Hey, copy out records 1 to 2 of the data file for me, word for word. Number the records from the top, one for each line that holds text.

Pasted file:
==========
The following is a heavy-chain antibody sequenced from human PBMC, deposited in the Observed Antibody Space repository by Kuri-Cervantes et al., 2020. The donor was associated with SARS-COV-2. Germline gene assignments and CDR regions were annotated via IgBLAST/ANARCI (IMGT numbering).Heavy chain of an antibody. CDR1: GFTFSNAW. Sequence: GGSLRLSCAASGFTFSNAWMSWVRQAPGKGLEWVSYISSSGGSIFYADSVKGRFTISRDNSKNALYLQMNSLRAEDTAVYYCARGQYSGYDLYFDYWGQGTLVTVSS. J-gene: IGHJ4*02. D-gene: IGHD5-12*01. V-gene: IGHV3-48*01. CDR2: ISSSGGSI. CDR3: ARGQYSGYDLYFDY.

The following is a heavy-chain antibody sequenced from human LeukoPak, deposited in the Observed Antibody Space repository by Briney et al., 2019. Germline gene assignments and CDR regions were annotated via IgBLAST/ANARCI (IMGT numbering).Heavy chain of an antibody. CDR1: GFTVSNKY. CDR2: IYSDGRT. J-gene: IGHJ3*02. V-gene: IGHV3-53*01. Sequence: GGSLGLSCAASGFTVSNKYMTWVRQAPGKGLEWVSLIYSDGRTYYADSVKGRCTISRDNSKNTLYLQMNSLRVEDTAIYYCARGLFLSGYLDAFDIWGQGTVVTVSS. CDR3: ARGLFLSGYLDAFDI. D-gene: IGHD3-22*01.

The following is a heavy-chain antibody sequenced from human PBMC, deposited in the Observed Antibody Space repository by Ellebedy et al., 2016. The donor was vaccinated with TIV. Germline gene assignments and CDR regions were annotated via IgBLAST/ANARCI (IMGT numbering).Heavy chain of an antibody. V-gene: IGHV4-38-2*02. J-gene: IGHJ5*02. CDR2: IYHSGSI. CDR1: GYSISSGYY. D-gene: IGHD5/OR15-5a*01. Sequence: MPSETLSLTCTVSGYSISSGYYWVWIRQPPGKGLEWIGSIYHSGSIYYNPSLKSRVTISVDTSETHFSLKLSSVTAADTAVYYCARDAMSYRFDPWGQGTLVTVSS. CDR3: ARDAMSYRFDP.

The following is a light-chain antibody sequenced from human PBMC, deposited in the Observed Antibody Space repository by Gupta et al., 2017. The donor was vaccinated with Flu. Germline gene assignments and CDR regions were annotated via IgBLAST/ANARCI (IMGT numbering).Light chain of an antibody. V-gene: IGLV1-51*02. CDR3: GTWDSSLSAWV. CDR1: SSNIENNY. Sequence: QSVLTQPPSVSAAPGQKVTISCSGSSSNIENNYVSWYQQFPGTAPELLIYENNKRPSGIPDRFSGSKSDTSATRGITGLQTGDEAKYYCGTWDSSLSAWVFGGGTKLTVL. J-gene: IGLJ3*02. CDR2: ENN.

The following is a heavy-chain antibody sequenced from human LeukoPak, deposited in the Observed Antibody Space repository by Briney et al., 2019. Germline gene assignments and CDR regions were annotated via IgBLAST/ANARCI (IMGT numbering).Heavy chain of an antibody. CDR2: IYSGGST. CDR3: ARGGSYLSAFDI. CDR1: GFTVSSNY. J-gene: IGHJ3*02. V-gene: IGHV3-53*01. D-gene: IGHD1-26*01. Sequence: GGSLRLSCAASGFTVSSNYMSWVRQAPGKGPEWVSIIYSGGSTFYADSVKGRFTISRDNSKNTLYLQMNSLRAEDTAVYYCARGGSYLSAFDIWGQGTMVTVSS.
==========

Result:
The following is a heavy-chain antibody sequenced from human PBMC, deposited in the Observed Antibody Space repository by Kuri-Cervantes et al., 2020. The donor was associated with SARS-COV-2. Germline gene assignments and CDR regions were annotated via IgBLAST/ANARCI (IMGT numbering).Heavy chain of an antibody. CDR1: GFTFSNAW. Sequence: GGSLRLSCAASGFTFSNAWMSWVRQAPGKGLEWVSYISSSGGSIFYADSVKGRFTISRDNSKNALYLQMNSLRAEDTAVYYCARGQYSGYDLYFDYWGQGTLVTVSS. J-gene: IGHJ4*02. D-gene: IGHD5-12*01. V-gene: IGHV3-48*01. CDR2: ISSSGGSI. CDR3: ARGQYSGYDLYFDY.

The following is a heavy-chain antibody sequenced from human LeukoPak, deposited in the Observed Antibody Space repository by Briney et al., 2019. Germline gene assignments and CDR regions were annotated via IgBLAST/ANARCI (IMGT numbering).Heavy chain of an antibody. CDR1: GFTVSNKY. CDR2: IYSDGRT. J-gene: IGHJ3*02. V-gene: IGHV3-53*01. Sequence: GGSLGLSCAASGFTVSNKYMTWVRQAPGKGLEWVSLIYSDGRTYYADSVKGRCTISRDNSKNTLYLQMNSLRVEDTAIYYCARGLFLSGYLDAFDIWGQGTVVTVSS. CDR3: ARGLFLSGYLDAFDI. D-gene: IGHD3-22*01.